Thus, while some type of reflector appears necessary to provide high intensity, uniform and specular illumination for the contact printing replication of video discs, both curved surface reflectors and multi-faceted reflectors, such as the pyramidal reflector described above, are unsuitable because of inherent non-uniformities in illumination and/or decreases in the specular quality of illumination.
In order to obtain high intensity, uniform and specular illumination of an exposure plane, the present invention provides a reflector comprising at least three planar reflective elements disposed in a pyramidal configuration to form a pyramidal reflector. In contrast to the prior art teaching of a pyramidal reflector that forms, in essence, an annular array of virtual images of a true source (which inherently means the reflector produces non-specular and non-uniform radiation), the present invention provides a reflector which is so formed that when a radiation source is suitably positioned within the pyramidal reflector, the reflector produces an apparent source comprised of the true source plus a spherical array of virtual images of the true source, the apparent source being of such a size that it provides high intensity, uniform and specular illumination of a relatively large area exposure plane defined by the base of the pyramidal reflector.
In the detailed description of the preferred embodiments of the invention presented below, reference is made to the accompanying drawings, in which:
FIGS. 1a and 1b are diagrams useful in illustrating certain aspects of a reflector-light source arrangement in accordance with the present invention;
FIGS. 2a and 2b are diagrams useful in describing the optical characteristics of the reflector-light source arrangement shown in FIG. 1a;
FIG. 3 is an optical diagram showing certain optical properties of reflector arrangements having different apex angles;
FIGS. 4a and 4b are optical diagrams which illustrate certain optical characteristics of a reflector-light source arrangement in accordance with the present invention;
FIG. 5 is an optical diagram which illustrates a problem which occurs when the reflector-light source arrangement of the present invention is used to illuminate a reflective surface; and
FIG. 6 is a diagram that illustrates an embodiment of the present invention which provides a solution to the problem illustrated in FIG. 5.
To replicate video discs by optical contact printing, a source of radiation is preferred which (1) is of high intensity, (2) uniformly illuminates an exposure plane, and (3) is specular. The radiation source is preferably of high intensity so that the exposure time can be made short, thereby speeding up production. Further, at least one known photographic replicate medium used in the contact printing replication of video discs releases a gas during exposure which causes the master and replicate discs to separate. One possible approach to this loss-of-contact problem would be to use a light source of such high intensity that the exposure is completed before enough gas is released to separate the master and replicate discs. In addition to being of high intensity, the light source should also provide uniform illumination over the exposure plane since many photographic replication materials are highly sensitive to non-uniformities of illumination. Lastly, the light source should preferably have a specular quality because video information is commonly carried in the form of billions of micron sized data bits. As is well known, using a diffuse light source for optical contact printing results in lower resolution. While the light source need not be preferably specular, it is desirable that the degree of specularity be maintained at as high a level as possible to promote high quality replication of the video information.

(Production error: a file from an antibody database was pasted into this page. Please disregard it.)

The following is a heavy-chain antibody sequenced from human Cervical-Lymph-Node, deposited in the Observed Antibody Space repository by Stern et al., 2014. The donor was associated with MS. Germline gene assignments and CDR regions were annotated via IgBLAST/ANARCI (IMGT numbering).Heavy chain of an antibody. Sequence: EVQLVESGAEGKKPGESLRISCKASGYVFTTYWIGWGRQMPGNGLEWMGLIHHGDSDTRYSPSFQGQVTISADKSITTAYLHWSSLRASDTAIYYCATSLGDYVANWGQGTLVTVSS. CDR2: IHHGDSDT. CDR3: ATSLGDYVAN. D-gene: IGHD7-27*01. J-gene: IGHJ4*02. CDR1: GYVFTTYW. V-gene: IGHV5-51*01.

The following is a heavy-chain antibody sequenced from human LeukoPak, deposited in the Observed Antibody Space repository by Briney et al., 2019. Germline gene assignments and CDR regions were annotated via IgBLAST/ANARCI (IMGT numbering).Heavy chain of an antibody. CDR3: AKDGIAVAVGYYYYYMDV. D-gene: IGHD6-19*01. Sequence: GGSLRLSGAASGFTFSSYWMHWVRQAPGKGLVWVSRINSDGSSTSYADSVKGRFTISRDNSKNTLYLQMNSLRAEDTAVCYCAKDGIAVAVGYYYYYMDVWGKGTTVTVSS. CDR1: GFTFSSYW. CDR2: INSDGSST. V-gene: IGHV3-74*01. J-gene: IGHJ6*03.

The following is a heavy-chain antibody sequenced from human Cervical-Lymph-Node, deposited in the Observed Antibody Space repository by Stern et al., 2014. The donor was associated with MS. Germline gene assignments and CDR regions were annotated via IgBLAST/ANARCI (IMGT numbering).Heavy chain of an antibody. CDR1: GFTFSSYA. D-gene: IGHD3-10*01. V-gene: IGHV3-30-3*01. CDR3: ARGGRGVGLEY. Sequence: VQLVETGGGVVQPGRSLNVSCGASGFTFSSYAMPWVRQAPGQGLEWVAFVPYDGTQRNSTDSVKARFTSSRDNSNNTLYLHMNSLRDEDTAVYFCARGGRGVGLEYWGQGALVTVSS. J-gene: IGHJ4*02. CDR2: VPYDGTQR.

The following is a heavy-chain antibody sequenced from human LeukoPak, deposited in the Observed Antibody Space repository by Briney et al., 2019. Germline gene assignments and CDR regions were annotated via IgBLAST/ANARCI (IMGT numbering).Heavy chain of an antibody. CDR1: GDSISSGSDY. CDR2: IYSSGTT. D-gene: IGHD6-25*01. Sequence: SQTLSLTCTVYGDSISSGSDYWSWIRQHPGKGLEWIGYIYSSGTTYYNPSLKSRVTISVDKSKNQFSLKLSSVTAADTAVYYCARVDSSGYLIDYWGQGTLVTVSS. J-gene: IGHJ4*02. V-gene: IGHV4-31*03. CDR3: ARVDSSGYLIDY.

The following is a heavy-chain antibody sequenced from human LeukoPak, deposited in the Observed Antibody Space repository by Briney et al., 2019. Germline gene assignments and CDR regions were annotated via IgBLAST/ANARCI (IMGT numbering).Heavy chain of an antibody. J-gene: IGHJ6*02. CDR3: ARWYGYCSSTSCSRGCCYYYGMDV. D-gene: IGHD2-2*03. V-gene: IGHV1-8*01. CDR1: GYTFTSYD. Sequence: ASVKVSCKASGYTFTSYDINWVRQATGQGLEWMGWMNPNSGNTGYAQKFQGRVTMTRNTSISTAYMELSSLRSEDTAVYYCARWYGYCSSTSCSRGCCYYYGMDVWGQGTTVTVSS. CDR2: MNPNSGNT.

In accordance with a presently preferred embodiment of the invention, apparatus is shown in FIG. 1a which provides high intensity, uniform and relatively specular illumination of an exposure plane. A pyramidal arrangement of generally planar reflective surfaces 10 forms a pyramidal reflector 12. The reflective surfaces 10 may be formed in various ways. For example, each surface 10 can be formed by a trapezoidally or triangularly shaped piece of aluminum or other reflective material, which pieces are then assembled in the pyramidal configuration shown in FIG. 1a. In general, in the case where the reflector is comprised of individual reflective elements, the reflector comprises at least three of such elements. Each element has a generally planar reflective surface and the elements are disposed to form a pyramidal configuration of inner reflective surfaces. As another example, a solid pyramid can be formed from glass, plastic or other material which has its outer surface coated with a reflective material to form the pyramidal arrangement of reflective surfaces 10.